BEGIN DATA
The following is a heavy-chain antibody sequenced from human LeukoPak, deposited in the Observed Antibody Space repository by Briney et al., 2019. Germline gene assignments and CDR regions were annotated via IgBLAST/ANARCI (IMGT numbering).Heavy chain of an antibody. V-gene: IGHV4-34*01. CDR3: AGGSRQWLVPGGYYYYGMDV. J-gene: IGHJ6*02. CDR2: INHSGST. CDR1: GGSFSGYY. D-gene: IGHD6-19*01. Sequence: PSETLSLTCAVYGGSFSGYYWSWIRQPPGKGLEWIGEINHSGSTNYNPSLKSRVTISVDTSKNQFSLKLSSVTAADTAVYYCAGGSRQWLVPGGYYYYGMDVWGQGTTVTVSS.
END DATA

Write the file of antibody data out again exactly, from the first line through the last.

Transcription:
The following is a heavy-chain antibody sequenced from human LeukoPak, deposited in the Observed Antibody Space repository by Briney et al., 2019. Germline gene assignments and CDR regions were annotated via IgBLAST/ANARCI (IMGT numbering).Heavy chain of an antibody. V-gene: IGHV4-34*01. CDR3: AGGSRQWLVPGGYYYYGMDV. J-gene: IGHJ6*02. CDR2: INHSGST. CDR1: GGSFSGYY. D-gene: IGHD6-19*01. Sequence: PSETLSLTCAVYGGSFSGYYWSWIRQPPGKGLEWIGEINHSGSTNYNPSLKSRVTISVDTSKNQFSLKLSSVTAADTAVYYCAGGSRQWLVPGGYYYYGMDVWGQGTTVTVSS.